The type series was found under a stone.
Lattke (2011) - A member of the pusilla species group. Head elongate, rectangular in full-face view; eye broadly convex in cephalic full-face view, length less than one-fourth lateral cephalic margin; ocular center closer to mid-length of lateral cephalic margin than to mandibular insertion; petiole node subrectangular in lateral view.
Keys including this Species
Distribution based on Regional Taxon Lists
Distribution based on AntMaps
Distribution based on AntWeb specimens
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The biology of Leptogenys quadrata is poorly known.
The Leptogenys genus page has more details about the general biology of ants in this genus, some of which is summarized in what follows. New World species have relatively small ranges, generally occur in humid forests and prey on isopods. Colonies may occur in high densities on a local scale, with up to 5 or 6 species present. Nest size tends to be small with just 20 or 30 individuals in a mature colony. Nests of most species may be found in rotten wood on the ground, usually within cavities in logs or large branches, and also beneath bark. Wood-soil and rock-soil interfaces are another common nesting location, as well as rock crevices, and a few species may nest directly in the soil. Reproduction is most commonly via ergatoid females and, in many species, may include egg-laying workers.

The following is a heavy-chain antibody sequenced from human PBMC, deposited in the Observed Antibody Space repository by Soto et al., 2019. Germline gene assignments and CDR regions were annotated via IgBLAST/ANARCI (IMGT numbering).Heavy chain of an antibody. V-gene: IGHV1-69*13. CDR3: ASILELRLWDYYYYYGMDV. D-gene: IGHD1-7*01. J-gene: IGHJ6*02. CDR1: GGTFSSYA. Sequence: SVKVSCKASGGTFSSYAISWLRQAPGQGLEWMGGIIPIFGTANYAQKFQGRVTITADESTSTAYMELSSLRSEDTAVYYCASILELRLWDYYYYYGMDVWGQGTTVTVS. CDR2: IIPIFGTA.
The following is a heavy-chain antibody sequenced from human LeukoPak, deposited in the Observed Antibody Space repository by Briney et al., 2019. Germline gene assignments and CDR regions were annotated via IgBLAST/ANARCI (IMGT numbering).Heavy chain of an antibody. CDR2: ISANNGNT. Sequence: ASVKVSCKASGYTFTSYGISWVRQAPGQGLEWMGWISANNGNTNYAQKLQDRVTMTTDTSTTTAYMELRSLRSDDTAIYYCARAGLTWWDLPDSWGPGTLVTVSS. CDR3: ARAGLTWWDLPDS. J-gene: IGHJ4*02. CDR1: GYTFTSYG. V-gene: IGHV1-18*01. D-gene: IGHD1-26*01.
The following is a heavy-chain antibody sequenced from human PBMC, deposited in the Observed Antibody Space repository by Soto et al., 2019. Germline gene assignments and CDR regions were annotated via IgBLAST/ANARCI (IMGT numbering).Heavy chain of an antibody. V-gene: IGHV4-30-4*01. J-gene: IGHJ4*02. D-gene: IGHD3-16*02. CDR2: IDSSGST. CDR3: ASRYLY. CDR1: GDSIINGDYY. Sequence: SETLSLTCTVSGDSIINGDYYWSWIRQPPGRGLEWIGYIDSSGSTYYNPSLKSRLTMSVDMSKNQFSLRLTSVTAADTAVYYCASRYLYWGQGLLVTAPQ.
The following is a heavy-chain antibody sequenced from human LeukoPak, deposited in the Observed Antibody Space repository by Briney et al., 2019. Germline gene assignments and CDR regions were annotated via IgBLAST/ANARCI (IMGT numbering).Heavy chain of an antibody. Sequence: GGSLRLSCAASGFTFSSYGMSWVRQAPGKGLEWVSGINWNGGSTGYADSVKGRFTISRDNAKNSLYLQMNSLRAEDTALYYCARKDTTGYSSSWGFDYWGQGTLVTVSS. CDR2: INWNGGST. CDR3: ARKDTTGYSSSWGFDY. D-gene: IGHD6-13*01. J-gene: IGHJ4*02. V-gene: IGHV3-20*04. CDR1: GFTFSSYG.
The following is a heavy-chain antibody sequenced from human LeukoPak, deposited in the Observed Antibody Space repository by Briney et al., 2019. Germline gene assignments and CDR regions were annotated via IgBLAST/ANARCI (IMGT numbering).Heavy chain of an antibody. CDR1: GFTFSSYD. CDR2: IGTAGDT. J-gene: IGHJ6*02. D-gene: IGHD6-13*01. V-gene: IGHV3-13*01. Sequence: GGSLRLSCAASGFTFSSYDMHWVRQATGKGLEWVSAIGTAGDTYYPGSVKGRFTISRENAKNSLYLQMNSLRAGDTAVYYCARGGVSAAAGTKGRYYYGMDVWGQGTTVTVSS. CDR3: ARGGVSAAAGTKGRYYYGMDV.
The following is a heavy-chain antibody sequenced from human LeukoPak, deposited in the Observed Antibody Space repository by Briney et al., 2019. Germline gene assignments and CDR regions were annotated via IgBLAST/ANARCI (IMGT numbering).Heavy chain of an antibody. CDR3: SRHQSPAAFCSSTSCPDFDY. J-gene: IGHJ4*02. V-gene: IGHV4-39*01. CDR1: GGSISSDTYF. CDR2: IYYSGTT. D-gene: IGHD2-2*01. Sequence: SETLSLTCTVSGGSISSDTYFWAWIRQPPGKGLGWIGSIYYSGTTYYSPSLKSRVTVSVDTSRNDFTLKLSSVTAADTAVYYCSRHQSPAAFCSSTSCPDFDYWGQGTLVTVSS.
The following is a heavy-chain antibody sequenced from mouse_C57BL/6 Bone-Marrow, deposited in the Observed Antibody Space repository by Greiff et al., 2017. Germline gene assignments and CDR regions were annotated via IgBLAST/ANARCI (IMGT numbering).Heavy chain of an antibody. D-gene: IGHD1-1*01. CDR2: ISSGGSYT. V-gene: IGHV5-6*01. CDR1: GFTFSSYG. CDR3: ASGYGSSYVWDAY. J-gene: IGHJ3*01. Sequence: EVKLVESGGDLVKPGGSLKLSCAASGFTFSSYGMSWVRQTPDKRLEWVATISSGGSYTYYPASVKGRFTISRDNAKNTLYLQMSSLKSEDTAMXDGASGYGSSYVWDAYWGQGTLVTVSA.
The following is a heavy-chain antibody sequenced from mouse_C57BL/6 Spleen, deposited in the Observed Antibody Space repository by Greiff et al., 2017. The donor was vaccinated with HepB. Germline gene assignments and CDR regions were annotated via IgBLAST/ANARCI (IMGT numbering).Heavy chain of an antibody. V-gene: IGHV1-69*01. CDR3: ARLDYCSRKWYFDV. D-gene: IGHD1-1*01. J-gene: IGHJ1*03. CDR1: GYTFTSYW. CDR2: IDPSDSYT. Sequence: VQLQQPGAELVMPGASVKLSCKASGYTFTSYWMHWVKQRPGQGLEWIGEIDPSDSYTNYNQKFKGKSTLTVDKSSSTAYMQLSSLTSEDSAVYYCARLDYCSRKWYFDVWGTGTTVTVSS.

Queens and males are unknown.
The following information is derived from Barry Bolton's New General Catalogue, a catalogue of the world's ants.
- quadrata. Leptogenys quadrata Lattke, 2011: 196, fig. 50 (w.) COLOMBIA.
Unless otherwise noted the text for the remainder of this section is reported from the publication that includes the original description.
The paratype worker from the holotype nest is missing the gaster as well as several legs. The hair frequently present on the apex of the median clypeal lobe of this species suggests the seta found in other species groups, but it is never so stout as to be qualified as a seta.
The broad range of localities and altitudes, ranging from 1700 m to almost sea level, plus minor morphological differences suggest there could be more than one species under his name. See the comments for Leptogenys gorgona. Specimens from Magdalena, Colombia have more convex eyes, relatively larger ommatidia, and most of the propodeum smooth and shining. The Costa Rican specimen is very black, with striae on the mandibular dorsum. The worker from Ecuador is missing the petiole and gaster.
Metrics, holotype (paratypes, n = 4): HL 1.08 (0.94 – 1.06); HW 0.68 (0.58 – 0.64); ML 0.48 (0.38 – 0.44); EL 0.18 (0.12–0.16); SL 1.04 (0.82–0.92); PW 0.60 (0.54 – 0.62); WL 1.60 (1.34 – 1.52); PH 0.52 (0.52 – 0.58); PL 0.60 (0.54–0.62); DPW 0.36 (0.32–0.40) mm. CI 0.63 (0.60–0.62); MI 0.71 (0.63–0.72); OI 0.26 (0.20– 0.25); SI 1.53 (1.41–1.53); LPI 0.87 (0.90–0.97); DPI 0.60 ( 0.57 – 0.65).